Kiosks have come a long way since telling you how to find Radioshack at the mall—between 1996 and 2003 alone, their popularity in business exploded by over 2000%!
Today they’re everywhere, in settings such as customer service, education, and corporate industry. By definition, kiosks are computers made simple enough to use that they generally require no training or supervision.
As they are intended to be open to public users, the hardware also needs to be sturdy enough that they can be left unattended without breaking (even the most graceful among us can be subject to an inopportune coffee spill). The logical step would be to look at thin-client kiosk options that are low-cost, without giving up reliability.
What budget-effective kiosk platforms are out there?
Newmind’s favorite two (and a half) platforms for kiosks actually fall in line with our most popular devices for schools—Android tablets and Chromebooks (the “and a half” refers to the Chromebox, the desktop counterpart to the Chromebook). All three of these devices support easily configurable kiosk options, and can be purchased for less than $300.
Chrome OS, running on Chromebooks and Chromeboxes, allows for a general kiosk mode on devices managed within a larger network (like a company or a school), and can be enabled to lock users into a single app or extension while logged into the device as a guest.
National Rental Services, a property management company and Newmind Group client, implemented Chromeboxes as customer kiosks in their locations. In this Google Apps for Business blog post, Louis Gouletas, their CIO says, they were cost-effective solutions, allowing guests in their office to browse property information, videos, and schedule tours.
“Renters can also start the application process, submit a maintenance request or pay their rent using our kiosks. We manage over 1,000 bank transactions each month, so security is very important to us. We’ve enabled Managed Public Sessions mode via the Chrome Management Console, which allows us to whitelist and blacklist sites and automatically wipes all of a users data at the end of their session.”
Android devices add a little more complexity to their kiosk options—in addition to a bevvy of Play Store apps developed for a kiosk mode, Android Lollipop (also known as Android 5.0) supports a fully-fledged “app-pinning” feature, which allows the administrator to lock users into a specific app while using a device. So what tablet should you go with? Our Tablets specialist, Ryan Hawkins, says it really comes down to context.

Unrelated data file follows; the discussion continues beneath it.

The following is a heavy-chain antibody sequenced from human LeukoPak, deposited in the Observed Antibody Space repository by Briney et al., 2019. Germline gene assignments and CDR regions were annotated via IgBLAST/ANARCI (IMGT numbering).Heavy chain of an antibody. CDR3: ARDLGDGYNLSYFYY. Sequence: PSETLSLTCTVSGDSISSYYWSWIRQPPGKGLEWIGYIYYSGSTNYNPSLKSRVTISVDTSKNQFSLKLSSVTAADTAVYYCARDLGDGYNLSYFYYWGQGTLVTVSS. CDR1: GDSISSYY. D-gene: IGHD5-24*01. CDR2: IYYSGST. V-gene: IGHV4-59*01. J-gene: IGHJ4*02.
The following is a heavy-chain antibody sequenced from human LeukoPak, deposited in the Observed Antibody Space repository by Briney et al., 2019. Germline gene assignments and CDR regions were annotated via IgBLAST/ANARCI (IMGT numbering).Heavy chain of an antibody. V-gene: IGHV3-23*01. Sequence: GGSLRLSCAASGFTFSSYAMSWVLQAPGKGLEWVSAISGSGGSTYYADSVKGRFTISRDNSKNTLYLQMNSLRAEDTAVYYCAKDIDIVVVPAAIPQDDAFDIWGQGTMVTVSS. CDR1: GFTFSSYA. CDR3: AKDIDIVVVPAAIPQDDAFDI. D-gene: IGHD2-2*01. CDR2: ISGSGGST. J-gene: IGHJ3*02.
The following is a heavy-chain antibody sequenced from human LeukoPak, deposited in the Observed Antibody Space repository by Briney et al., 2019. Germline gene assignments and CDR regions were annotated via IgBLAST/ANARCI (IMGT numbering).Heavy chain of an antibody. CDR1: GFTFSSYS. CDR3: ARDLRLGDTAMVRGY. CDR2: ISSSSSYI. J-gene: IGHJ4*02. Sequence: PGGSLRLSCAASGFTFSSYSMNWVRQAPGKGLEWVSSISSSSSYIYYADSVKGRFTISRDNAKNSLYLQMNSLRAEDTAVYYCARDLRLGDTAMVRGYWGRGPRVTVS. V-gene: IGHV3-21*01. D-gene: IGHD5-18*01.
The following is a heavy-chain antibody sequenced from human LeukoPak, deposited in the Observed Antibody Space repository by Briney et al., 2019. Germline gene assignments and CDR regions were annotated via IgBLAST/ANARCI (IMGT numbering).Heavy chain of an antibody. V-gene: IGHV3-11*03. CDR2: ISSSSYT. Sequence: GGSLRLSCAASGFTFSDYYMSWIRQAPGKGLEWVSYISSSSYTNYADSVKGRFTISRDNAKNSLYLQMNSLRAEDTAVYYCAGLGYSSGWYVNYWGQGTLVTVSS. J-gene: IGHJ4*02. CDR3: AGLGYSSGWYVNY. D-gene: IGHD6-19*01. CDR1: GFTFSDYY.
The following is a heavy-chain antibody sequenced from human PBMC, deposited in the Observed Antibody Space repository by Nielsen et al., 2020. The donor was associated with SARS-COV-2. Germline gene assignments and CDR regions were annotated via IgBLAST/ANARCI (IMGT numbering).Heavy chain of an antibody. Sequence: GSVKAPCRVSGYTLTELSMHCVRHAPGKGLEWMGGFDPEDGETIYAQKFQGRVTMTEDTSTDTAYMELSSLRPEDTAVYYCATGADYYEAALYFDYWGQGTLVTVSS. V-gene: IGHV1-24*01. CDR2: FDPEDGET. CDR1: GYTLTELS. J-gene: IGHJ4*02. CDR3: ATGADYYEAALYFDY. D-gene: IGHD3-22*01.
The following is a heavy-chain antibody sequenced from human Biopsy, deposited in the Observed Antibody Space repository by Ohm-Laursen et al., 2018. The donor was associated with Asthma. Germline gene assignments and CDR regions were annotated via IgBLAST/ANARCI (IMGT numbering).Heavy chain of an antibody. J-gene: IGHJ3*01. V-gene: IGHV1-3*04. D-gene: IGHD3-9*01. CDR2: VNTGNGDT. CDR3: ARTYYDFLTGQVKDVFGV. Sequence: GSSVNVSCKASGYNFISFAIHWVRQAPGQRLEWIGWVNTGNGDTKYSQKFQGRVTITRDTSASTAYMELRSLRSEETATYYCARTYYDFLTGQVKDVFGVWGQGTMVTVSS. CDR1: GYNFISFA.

“Different situations may call for larger screens, or a specific kind of case and mount. The Samsung Galaxy Tab 4 has a large display and a huge selection of mounts available. As far as durability goes, I would go with any of the Nexus tablets.”
How could a thin-client kiosk fit in your organization?
Point of sale applications
Chances are, you’ve already seen or used a tablet as a checkout register somewhere (small coffee shops tend to love them). Apps like Square Register allow businesses to use tablets as a lightweight alternative point-of-sale system. Check out this list of other strong point-of-sale apps.
Electronic testing is becoming popular in both schools and in the workplace, and when an organization calls for a large quantity of devices to administer tests or training content, thin-clients are a great alternative to purchasing fully-fledged computers that will be limited to the test setting.
Information and check-in kiosks
For applications like self-service stations (think libraries, hospitals, and airports), durable and low-cost devices are a clear choice. If the device will be performing the same handful of tasks every time it’s accessed by a guest, then something as light and nimble as a Chrome device could be the perfect fit.
Read more about thin-client and cloud computing strategy in Matt Vollmar’s post, Ditch the PC, grab the cloud. Are there any thin-client uses that we’ve overlooked? We’d love to hear about them!